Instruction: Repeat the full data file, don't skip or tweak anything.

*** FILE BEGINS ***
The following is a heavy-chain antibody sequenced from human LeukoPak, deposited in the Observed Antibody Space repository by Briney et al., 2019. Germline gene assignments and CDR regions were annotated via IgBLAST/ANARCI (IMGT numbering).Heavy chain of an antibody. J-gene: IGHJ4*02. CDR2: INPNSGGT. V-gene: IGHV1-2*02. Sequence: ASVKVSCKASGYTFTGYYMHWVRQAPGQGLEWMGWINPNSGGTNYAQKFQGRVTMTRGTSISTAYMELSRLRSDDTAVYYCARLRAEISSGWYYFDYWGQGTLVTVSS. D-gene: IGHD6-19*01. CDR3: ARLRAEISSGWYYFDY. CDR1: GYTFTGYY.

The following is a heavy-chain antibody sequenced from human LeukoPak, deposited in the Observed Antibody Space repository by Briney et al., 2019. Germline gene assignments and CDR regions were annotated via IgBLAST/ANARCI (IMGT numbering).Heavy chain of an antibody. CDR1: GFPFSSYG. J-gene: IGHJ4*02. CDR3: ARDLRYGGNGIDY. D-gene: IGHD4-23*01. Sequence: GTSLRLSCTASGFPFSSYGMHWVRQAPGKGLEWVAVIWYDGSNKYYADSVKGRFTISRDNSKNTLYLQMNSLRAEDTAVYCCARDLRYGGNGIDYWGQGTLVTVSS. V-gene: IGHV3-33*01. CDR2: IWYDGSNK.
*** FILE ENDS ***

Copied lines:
The following is a heavy-chain antibody sequenced from human LeukoPak, deposited in the Observed Antibody Space repository by Briney et al., 2019. Germline gene assignments and CDR regions were annotated via IgBLAST/ANARCI (IMGT numbering).Heavy chain of an antibody. J-gene: IGHJ4*02. CDR2: INPNSGGT. V-gene: IGHV1-2*02. Sequence: ASVKVSCKASGYTFTGYYMHWVRQAPGQGLEWMGWINPNSGGTNYAQKFQGRVTMTRGTSISTAYMELSRLRSDDTAVYYCARLRAEISSGWYYFDYWGQGTLVTVSS. D-gene: IGHD6-19*01. CDR3: ARLRAEISSGWYYFDY. CDR1: GYTFTGYY.

The following is a heavy-chain antibody sequenced from human LeukoPak, deposited in the Observed Antibody Space repository by Briney et al., 2019. Germline gene assignments and CDR regions were annotated via IgBLAST/ANARCI (IMGT numbering).Heavy chain of an antibody. CDR1: GFPFSSYG. J-gene: IGHJ4*02. CDR3: ARDLRYGGNGIDY. D-gene: IGHD4-23*01. Sequence: GTSLRLSCTASGFPFSSYGMHWVRQAPGKGLEWVAVIWYDGSNKYYADSVKGRFTISRDNSKNTLYLQMNSLRAEDTAVYCCARDLRYGGNGIDYWGQGTLVTVSS. V-gene: IGHV3-33*01. CDR2: IWYDGSNK.